Sandusky Scandal Incites Pennsylvania Sex Crime Law Reform

The recent scandal behind Pen State’s former football coach, Jerry Sandusky, receiving 40 criminal counts of sexual molestation and the subsequent firing of his colleague, Joe Paterno, by the university’s Board of Trustees, has stirred legislatures to push for policy reform surrounding sexual crimes and child abuse.

After the Sandusky arrest, criticism quickly turned to Joe Paterno for failing to disclose to local authorities that he knew about the reported child abuse by Sandusky. Instead, Paterno reportedly told persons in charge of the institution. While people may continue to scrutinize his choice of disclosure, Paterno has taken the steps to protect his legal rights by seeking counsel of a Pennsylvania sex crime defense attorney, even though he has not been charged with a crime. Former Penn State senior executive Gary Schultz and former athletic director Tim Curley, were both formally charged with failing to report alleged abuse and lying to the grand jury. All three men say they are innocent.

According to Pennsylvania law, the general rule relating to persons required to report suspected child abuse, in the course of their employment, occupation or practice of their profession, shall report or cause a report to be made to the Department of Public Welfare when they have reasonable cause to suspect on the basis of their professional or other training or experience, that a child coming before them in their professional or official capacity is a victim of child abuse. The law continues to specify specific requirements for staff members of public or private agencies, institutions and facilities.

Employees who are staff members of a medical or other public or private institution, school, facility or agency, and who, in the course of their employment, occupation or practice of their profession, come into contact with children shall immediately notify the person in charge of the institution, school, facility or agency or the designated agent of the person in charge when they have reasonable cause to suspect on the basis of their professional or other training or experience, that a child coming before them in their professional or official capacity is a victim of child abuse. Upon notification by the employee, the person in charge or the designated agent shall assume the responsibility and have the legal obligation to report or cause a report to be made.

Each state has separate rules concerning child abuse and sexual misconduct with a minor. Currently Pennsylvania’s Right-To-Know Law requires Pen State and other state funded universities to report only certain financial aspects in order to receive funding by the state. Laws surrounding the accusations against the former Pen State employees have created many people to question the law’s functionality and the Sandusky case has created activists lobbying for a more uniformed law among the states, for public or private institution employees to take more responsibility for their actions, or lack thereof.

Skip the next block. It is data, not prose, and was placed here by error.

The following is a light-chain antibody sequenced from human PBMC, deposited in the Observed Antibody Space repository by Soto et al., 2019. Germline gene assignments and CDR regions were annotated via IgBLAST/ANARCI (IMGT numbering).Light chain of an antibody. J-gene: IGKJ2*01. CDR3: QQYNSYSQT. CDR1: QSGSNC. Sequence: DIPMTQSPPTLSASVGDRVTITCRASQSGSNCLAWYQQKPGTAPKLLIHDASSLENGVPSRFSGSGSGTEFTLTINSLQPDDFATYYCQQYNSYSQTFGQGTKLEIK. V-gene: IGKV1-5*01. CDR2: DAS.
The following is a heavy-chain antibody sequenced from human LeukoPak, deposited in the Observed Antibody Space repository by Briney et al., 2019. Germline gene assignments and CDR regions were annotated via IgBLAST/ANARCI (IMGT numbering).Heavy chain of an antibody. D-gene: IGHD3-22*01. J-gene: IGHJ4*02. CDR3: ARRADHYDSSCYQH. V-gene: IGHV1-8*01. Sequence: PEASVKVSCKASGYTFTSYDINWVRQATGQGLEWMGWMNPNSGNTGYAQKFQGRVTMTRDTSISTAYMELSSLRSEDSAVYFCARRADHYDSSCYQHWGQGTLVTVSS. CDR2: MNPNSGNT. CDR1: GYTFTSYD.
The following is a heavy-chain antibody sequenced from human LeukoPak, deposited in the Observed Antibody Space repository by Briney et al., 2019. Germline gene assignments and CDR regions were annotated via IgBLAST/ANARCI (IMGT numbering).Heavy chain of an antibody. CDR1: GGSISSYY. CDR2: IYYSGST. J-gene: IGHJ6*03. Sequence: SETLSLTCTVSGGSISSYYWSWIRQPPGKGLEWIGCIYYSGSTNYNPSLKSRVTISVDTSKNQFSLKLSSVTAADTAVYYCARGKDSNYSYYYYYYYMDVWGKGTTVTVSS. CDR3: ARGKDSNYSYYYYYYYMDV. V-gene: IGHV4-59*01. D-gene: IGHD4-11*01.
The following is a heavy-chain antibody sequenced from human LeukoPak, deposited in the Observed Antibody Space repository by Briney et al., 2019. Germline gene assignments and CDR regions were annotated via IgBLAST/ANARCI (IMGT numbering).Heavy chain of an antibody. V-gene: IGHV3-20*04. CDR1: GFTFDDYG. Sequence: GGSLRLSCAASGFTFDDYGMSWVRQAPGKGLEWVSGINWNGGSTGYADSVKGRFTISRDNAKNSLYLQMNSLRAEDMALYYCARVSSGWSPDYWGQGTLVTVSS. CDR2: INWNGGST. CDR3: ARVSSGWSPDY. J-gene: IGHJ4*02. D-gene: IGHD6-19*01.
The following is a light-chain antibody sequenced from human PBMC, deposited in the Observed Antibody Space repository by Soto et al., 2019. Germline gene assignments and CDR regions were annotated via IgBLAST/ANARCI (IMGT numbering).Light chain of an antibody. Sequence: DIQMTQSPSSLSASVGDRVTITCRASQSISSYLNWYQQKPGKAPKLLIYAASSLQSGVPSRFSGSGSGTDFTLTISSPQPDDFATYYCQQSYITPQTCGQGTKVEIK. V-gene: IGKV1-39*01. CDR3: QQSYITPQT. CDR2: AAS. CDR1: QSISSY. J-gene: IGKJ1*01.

Pennsylvania lawmaker State Rep. Kevin Boyle (D-Philadelphia) introduced House Bill 1990, that would change state law so that people who witness child abuse are required to report the details to law enforcement, rather than a supervisor. Also, State Rep. Eugene DePasquale (D-York) introduced a second piece of legislation that would remove Right-To-Know Law public record exemptions Penn State and other state-related universities have used to conceal their spending behaviors.

So, what does it mean if these laws go into effect? Perhaps, more harsh punishments for those who suspect sexual crimes and child abuse but not reporting immediately to authorities, even at public and private institutions. Any criminal accusation has the potential to cause reputational damage and must be made with extreme caution. With high profile clients such as the ones in the Sandusky case, defamatory remarks without probable cause can invite counter suits and irreversible damage to a person’s career, family and lifestyle. New laws should be made on logical realizations aimed to entice the truth and with precaution to rights of both the vicims and those accused of committing the crime.

Child abuse and sexual crimes are serious offenses. If you have been accused of a sex crime in Pennsylvania, your best defense is an early one. Just as Paterno retained an attorney due to the threat and/or anticipation of a criminal charge, it’s important to take a proactive approach when creating a defense that will protect your rights. Even if you have not been formally charged but are anticipating an arrest in West Chester or one the the surrounding areas, a knowledgeable West Chester criminal defense attorney can help protect your rights and reputation. Call Skinner Law Firm if you would like to discuss your case during a free detailed consultation and are in West Chester, PA or surrounding areas.

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